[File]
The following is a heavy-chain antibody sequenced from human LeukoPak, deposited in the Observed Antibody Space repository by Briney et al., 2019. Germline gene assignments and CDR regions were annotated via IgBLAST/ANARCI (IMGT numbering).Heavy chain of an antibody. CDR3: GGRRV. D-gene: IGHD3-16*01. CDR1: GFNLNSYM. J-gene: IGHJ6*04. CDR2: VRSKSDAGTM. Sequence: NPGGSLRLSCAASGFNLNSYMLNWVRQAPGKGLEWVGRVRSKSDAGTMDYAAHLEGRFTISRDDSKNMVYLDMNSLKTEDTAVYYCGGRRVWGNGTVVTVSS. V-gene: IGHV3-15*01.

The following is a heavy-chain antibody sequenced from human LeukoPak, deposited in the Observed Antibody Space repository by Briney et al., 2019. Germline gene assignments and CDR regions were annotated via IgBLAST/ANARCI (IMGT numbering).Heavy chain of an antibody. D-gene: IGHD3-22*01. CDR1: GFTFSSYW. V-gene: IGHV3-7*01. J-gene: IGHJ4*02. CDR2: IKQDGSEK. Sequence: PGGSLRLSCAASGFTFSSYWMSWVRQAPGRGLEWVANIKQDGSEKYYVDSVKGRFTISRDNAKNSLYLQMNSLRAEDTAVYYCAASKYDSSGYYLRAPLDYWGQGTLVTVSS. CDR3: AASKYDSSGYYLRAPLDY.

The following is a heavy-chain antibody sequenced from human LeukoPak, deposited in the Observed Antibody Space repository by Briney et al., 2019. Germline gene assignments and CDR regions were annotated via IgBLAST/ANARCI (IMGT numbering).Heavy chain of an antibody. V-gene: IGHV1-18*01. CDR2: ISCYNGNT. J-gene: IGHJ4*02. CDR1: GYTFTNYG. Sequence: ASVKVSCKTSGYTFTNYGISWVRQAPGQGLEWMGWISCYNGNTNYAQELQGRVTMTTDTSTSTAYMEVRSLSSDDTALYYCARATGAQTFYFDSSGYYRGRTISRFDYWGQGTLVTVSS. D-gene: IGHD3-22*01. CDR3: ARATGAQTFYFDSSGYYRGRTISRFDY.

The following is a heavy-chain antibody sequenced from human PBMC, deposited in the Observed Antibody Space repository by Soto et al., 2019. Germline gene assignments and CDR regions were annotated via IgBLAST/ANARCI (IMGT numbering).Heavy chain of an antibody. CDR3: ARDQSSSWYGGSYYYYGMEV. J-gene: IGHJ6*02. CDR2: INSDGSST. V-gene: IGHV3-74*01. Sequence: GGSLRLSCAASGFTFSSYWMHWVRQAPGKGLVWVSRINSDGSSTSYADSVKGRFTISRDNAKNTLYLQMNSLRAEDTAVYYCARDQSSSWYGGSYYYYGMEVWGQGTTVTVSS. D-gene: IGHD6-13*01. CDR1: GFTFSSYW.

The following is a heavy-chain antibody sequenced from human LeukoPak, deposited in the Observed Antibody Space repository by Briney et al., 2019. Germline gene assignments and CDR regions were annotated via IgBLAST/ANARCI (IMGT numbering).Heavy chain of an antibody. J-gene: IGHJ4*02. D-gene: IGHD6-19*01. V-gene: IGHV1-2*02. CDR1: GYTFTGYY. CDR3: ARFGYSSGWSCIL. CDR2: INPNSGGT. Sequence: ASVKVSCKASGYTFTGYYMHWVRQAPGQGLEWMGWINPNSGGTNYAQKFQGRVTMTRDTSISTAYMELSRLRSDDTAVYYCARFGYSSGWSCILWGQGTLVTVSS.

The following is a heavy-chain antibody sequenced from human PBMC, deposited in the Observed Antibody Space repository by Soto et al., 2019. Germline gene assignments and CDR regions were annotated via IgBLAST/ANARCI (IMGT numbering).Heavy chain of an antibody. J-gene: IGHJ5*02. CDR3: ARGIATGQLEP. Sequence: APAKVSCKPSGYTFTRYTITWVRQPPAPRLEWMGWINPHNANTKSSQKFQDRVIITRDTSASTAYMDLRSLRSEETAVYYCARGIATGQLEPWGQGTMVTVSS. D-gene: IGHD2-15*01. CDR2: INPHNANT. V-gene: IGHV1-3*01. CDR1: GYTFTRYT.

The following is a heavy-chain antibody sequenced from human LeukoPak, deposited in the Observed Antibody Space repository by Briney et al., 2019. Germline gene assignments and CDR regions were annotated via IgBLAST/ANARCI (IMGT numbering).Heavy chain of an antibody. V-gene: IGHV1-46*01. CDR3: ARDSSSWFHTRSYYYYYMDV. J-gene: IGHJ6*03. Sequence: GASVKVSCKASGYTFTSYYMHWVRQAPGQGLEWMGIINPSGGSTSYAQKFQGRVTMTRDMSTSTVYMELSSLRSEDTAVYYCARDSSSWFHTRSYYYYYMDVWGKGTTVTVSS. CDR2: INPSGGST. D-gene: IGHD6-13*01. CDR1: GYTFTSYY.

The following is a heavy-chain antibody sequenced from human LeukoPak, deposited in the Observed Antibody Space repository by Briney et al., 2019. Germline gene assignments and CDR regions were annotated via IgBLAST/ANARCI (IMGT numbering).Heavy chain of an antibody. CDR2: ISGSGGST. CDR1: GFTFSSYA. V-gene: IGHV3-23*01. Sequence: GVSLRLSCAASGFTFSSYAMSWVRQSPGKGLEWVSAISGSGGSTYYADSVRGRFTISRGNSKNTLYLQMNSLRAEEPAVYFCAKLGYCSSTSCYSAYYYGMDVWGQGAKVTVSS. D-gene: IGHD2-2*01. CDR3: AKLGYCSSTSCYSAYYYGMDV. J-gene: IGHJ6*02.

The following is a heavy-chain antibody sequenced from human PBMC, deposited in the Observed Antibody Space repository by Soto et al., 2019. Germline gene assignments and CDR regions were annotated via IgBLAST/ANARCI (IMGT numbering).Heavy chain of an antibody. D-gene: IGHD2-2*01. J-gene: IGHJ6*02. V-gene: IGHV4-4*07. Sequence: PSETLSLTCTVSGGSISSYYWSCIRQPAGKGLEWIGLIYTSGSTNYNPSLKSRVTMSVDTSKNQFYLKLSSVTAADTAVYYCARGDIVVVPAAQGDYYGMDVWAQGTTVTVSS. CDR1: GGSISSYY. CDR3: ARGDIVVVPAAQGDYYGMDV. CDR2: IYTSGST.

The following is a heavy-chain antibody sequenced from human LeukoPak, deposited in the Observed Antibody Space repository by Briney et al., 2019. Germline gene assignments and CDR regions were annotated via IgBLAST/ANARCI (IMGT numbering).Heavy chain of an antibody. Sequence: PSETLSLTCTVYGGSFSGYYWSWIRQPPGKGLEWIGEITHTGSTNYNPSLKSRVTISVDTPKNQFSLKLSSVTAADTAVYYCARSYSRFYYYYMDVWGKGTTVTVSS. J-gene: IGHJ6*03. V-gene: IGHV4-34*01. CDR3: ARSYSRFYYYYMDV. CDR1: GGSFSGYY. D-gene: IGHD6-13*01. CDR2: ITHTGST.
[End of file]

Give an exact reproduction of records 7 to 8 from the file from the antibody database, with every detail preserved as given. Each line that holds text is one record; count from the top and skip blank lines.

The following is a heavy-chain antibody sequenced from human LeukoPak, deposited in the Observed Antibody Space repository by Briney et al., 2019. Germline gene assignments and CDR regions were annotated via IgBLAST/ANARCI (IMGT numbering).Heavy chain of an antibody. V-gene: IGHV1-46*01. CDR3: ARDSSSWFHTRSYYYYYMDV. J-gene: IGHJ6*03. Sequence: GASVKVSCKASGYTFTSYYMHWVRQAPGQGLEWMGIINPSGGSTSYAQKFQGRVTMTRDMSTSTVYMELSSLRSEDTAVYYCARDSSSWFHTRSYYYYYMDVWGKGTTVTVSS. CDR2: INPSGGST. D-gene: IGHD6-13*01. CDR1: GYTFTSYY.

The following is a heavy-chain antibody sequenced from human LeukoPak, deposited in the Observed Antibody Space repository by Briney et al., 2019. Germline gene assignments and CDR regions were annotated via IgBLAST/ANARCI (IMGT numbering).Heavy chain of an antibody. CDR2: ISGSGGST. CDR1: GFTFSSYA. V-gene: IGHV3-23*01. Sequence: GVSLRLSCAASGFTFSSYAMSWVRQSPGKGLEWVSAISGSGGSTYYADSVRGRFTISRGNSKNTLYLQMNSLRAEEPAVYFCAKLGYCSSTSCYSAYYYGMDVWGQGAKVTVSS. D-gene: IGHD2-2*01. CDR3: AKLGYCSSTSCYSAYYYGMDV. J-gene: IGHJ6*02.